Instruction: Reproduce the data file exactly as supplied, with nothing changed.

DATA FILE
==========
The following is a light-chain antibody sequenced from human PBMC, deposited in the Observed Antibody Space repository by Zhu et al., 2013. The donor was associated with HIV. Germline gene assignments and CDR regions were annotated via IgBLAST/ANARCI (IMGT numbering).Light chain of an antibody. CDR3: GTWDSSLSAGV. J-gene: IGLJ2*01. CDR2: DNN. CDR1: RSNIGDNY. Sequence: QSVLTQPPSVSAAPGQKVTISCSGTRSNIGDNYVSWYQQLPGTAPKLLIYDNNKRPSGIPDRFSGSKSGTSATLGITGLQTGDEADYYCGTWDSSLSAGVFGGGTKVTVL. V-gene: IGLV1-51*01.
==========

The following is a light-chain antibody sequenced from human PBMC, deposited in the Observed Antibody Space repository by Zhu et al., 2013. The donor was associated with HIV. Germline gene assignments and CDR regions were annotated via IgBLAST/ANARCI (IMGT numbering).Light chain of an antibody. CDR3: GTWDSSLSAGV. J-gene: IGLJ2*01. CDR2: DNN. CDR1: RSNIGDNY. Sequence: QSVLTQPPSVSAAPGQKVTISCSGTRSNIGDNYVSWYQQLPGTAPKLLIYDNNKRPSGIPDRFSGSKSGTSATLGITGLQTGDEADYYCGTWDSSLSAGVFGGGTKVTVL. V-gene: IGLV1-51*01.